It’s been a long while since we brought you a random wallpaper, an image we offer up for no other reason than the car in question must be shared with you. So when this image of a 1966 Jaguar XJ13 prototype came our way we knew exactly what we had to do.
Those of you who know your Jags will know the XJ13 was never raced and that the prototype in these pictures is the only one ever made. And if you really know your stuff you’ll know the XJ13 was crashed in the early 1970s and sat in storage for a couple of years before it was rebuilt.
We’ve been a little cheeky and copied and pasted a slab of text from the Jaguar Daimler Heritage Trust, accessible via the Wayback Machine, which details the story of this remarkable looking car.
By chance, if you happen to be reading from England you’ve got a chance to see the XJ13 in action at the 2013 Kop Hill Climb which is on this weekend.
By 1955, it was becoming clear that the XK series engine that had brought so much motor racing success to Jaguar was becoming less competitive, particularly at Le Mans. As a result, it was decided to build a completely new engine that would be a race winner.
This was conceived as a 5 litre V12 unit which was intended to be suitable for use in a road car after it had been proved at Le Mans. It was to be installed in a mid-engined sports racing car and work on the chassis and body started around 1960. The placing of the engine in the centre of the car was intended to bring 2 benefits. First, the bonnet line could be lower so as to improve aerodynamic efficiency. Second, the change in weight distribution provided opportunities for improved handling.
However, during this period, the company’s attitude to racing had changed and so progress on the new model was slow. As a result, it was not until 1966, that the car was built and ready for testing. It might have been possible to use it to contest Le Mans in 1966 or 1967, but any thoughts of doing so were put aside by the merger between BMC and Jaguar â€“ the move that created British Motor Holdings.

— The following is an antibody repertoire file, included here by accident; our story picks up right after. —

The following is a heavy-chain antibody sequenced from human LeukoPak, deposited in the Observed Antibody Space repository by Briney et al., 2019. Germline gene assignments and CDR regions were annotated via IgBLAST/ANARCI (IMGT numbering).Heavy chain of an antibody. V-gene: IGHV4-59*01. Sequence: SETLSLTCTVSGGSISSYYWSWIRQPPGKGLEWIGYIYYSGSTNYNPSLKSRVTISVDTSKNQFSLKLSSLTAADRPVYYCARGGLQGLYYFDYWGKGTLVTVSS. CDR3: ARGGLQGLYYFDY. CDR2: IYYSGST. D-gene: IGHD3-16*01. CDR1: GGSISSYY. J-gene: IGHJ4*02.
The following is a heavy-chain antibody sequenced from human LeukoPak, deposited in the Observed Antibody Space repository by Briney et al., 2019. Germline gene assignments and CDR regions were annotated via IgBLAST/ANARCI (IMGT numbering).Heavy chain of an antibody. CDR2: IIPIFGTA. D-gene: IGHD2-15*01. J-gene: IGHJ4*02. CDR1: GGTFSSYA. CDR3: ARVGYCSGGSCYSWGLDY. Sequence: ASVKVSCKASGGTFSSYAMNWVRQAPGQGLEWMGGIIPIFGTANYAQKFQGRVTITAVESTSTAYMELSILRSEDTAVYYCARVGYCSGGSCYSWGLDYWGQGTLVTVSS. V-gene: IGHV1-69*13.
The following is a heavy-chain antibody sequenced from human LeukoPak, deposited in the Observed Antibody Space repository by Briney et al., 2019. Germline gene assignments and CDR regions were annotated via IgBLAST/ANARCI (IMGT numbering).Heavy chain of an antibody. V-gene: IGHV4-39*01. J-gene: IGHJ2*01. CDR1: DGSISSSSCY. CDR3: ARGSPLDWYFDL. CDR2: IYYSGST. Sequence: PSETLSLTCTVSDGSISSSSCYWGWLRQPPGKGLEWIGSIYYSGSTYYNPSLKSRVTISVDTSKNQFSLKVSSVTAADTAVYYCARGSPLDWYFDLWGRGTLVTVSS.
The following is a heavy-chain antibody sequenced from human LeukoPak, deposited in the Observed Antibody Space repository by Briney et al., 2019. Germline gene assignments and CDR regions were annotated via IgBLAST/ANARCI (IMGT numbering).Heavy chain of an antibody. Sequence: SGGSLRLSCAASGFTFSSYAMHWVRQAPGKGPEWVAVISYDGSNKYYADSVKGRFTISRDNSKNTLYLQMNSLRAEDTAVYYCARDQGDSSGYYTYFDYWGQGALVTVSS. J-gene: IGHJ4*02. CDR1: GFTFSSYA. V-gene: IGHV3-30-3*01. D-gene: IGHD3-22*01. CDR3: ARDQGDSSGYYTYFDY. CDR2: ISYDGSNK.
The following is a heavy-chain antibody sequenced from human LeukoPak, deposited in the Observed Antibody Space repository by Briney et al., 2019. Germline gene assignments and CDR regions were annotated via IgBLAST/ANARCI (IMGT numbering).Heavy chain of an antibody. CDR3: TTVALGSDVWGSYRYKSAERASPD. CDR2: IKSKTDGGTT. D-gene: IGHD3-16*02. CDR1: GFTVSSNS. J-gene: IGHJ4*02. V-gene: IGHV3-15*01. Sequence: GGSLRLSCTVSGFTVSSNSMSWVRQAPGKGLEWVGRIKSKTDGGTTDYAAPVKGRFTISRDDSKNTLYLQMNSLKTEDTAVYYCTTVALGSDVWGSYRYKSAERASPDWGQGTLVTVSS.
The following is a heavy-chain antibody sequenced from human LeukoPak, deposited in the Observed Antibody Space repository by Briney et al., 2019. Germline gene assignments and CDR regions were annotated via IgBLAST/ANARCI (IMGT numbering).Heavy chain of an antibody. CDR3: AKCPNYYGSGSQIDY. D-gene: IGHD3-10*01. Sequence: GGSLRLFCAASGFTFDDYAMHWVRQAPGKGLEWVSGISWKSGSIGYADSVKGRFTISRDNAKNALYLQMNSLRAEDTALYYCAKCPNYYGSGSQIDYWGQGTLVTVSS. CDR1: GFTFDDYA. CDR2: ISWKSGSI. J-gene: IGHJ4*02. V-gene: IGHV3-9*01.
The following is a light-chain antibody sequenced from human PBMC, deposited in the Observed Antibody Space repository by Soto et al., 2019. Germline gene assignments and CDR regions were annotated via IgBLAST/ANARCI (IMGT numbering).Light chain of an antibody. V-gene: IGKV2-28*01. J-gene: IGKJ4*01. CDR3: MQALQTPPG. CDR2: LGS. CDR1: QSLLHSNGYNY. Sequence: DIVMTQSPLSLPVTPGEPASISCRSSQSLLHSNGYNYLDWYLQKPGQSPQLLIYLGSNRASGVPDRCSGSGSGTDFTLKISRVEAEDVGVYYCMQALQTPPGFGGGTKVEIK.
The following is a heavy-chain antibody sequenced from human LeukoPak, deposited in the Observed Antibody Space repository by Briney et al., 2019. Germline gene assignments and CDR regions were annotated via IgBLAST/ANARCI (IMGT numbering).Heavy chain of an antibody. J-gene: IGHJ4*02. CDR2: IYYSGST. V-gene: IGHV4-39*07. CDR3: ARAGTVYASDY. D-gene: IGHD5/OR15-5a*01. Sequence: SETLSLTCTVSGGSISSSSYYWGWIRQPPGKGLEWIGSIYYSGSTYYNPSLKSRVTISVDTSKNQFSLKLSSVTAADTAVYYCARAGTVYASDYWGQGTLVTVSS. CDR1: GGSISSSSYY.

The future was far too uncertain to allow the company to mount a major racing programme and so the XJ13 was put to one side for several months.
It must have provided a continuing source of frustration, sitting in the corner of the factory, yet the company was worried about there being any possibility of news of its existence leaking out. At the time, the six cylinder E-Type was very successful. It seemed likely that potential E-Type customers would delay their purchase if they knew of the existence of a mid-engined, V12 machine and so Sir William Lyons instructed that the car was not to be circuit tested.
Norman Dewis was Chief Development Tester for Jaguar and he recalls that his boss, Bill Heynes, suggested that the car should be given a run in spite of Sir William’s instructions. “He thought it was a shame to have the car sitting there and not take it out so he suggested that I should take it to MIRA one Sunday morning. He also said that if Sir William found out about it, I would be on my own.
So, early one Sunday morning, the XJ13 was taken to the Motor Industry Research Association test centre near Nuneaton.
The maximum speed achieved that morning by the XJ13 was 175 miles an hour on the straight with the car lapping at 161.6 miles an hour – an unofficial lap record. Dewis was summoned to Sir William’s office some days later. Sir William chastised him in no uncertain manner for disobeying his orders, but he could see that Dewis was enthusiastic about the car and demanded to know what the result of the test had been.
Two weeks later, the XJ13 returned to MIRA for another test session, this time with Sir William watching. Norman Dewis remembers that although the performance was good, the handling needed a great deal of development work. Sir William told him that development could go on, but only at weekends. For the next twelve months, the team spent Sundays at MIRA, working on the handling of the car.